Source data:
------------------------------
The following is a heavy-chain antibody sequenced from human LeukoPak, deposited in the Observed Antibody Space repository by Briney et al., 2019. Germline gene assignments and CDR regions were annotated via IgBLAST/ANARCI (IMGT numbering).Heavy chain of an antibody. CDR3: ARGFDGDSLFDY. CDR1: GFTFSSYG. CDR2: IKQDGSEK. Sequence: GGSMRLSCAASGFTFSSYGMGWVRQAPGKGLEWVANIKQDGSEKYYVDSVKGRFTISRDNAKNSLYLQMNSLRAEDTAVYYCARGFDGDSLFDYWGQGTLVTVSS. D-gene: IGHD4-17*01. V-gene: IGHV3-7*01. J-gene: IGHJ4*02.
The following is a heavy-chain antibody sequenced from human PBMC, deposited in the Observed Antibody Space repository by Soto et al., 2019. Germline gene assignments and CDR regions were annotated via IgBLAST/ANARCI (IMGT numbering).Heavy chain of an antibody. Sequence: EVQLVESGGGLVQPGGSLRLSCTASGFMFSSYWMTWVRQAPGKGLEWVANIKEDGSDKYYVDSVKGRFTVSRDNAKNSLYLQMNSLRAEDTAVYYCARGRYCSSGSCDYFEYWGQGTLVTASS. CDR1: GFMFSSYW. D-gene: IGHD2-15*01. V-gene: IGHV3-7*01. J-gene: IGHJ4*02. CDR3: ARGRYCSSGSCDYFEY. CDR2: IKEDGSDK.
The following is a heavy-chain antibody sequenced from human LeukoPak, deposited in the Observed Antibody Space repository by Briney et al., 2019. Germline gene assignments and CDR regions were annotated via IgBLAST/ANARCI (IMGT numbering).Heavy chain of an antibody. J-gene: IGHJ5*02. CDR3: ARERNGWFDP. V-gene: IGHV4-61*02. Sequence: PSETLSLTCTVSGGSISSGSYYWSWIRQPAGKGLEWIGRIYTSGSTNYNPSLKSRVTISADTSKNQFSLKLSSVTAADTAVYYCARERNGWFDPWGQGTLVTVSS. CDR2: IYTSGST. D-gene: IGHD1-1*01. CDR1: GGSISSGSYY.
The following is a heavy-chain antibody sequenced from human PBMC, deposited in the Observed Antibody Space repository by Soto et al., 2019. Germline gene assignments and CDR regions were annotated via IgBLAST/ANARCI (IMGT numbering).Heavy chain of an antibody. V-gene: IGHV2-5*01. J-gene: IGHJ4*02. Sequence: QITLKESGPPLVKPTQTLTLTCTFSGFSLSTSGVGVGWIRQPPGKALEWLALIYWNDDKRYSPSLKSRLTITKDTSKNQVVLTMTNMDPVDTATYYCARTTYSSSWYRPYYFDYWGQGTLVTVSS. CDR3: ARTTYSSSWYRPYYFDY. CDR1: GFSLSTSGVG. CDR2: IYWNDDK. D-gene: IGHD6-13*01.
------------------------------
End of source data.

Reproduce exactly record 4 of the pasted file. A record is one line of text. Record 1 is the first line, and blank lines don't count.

The following is a heavy-chain antibody sequenced from human PBMC, deposited in the Observed Antibody Space repository by Soto et al., 2019. Germline gene assignments and CDR regions were annotated via IgBLAST/ANARCI (IMGT numbering).Heavy chain of an antibody. V-gene: IGHV2-5*01. J-gene: IGHJ4*02. Sequence: QITLKESGPPLVKPTQTLTLTCTFSGFSLSTSGVGVGWIRQPPGKALEWLALIYWNDDKRYSPSLKSRLTITKDTSKNQVVLTMTNMDPVDTATYYCARTTYSSSWYRPYYFDYWGQGTLVTVSS. CDR3: ARTTYSSSWYRPYYFDY. CDR1: GFSLSTSGVG. CDR2: IYWNDDK. D-gene: IGHD6-13*01.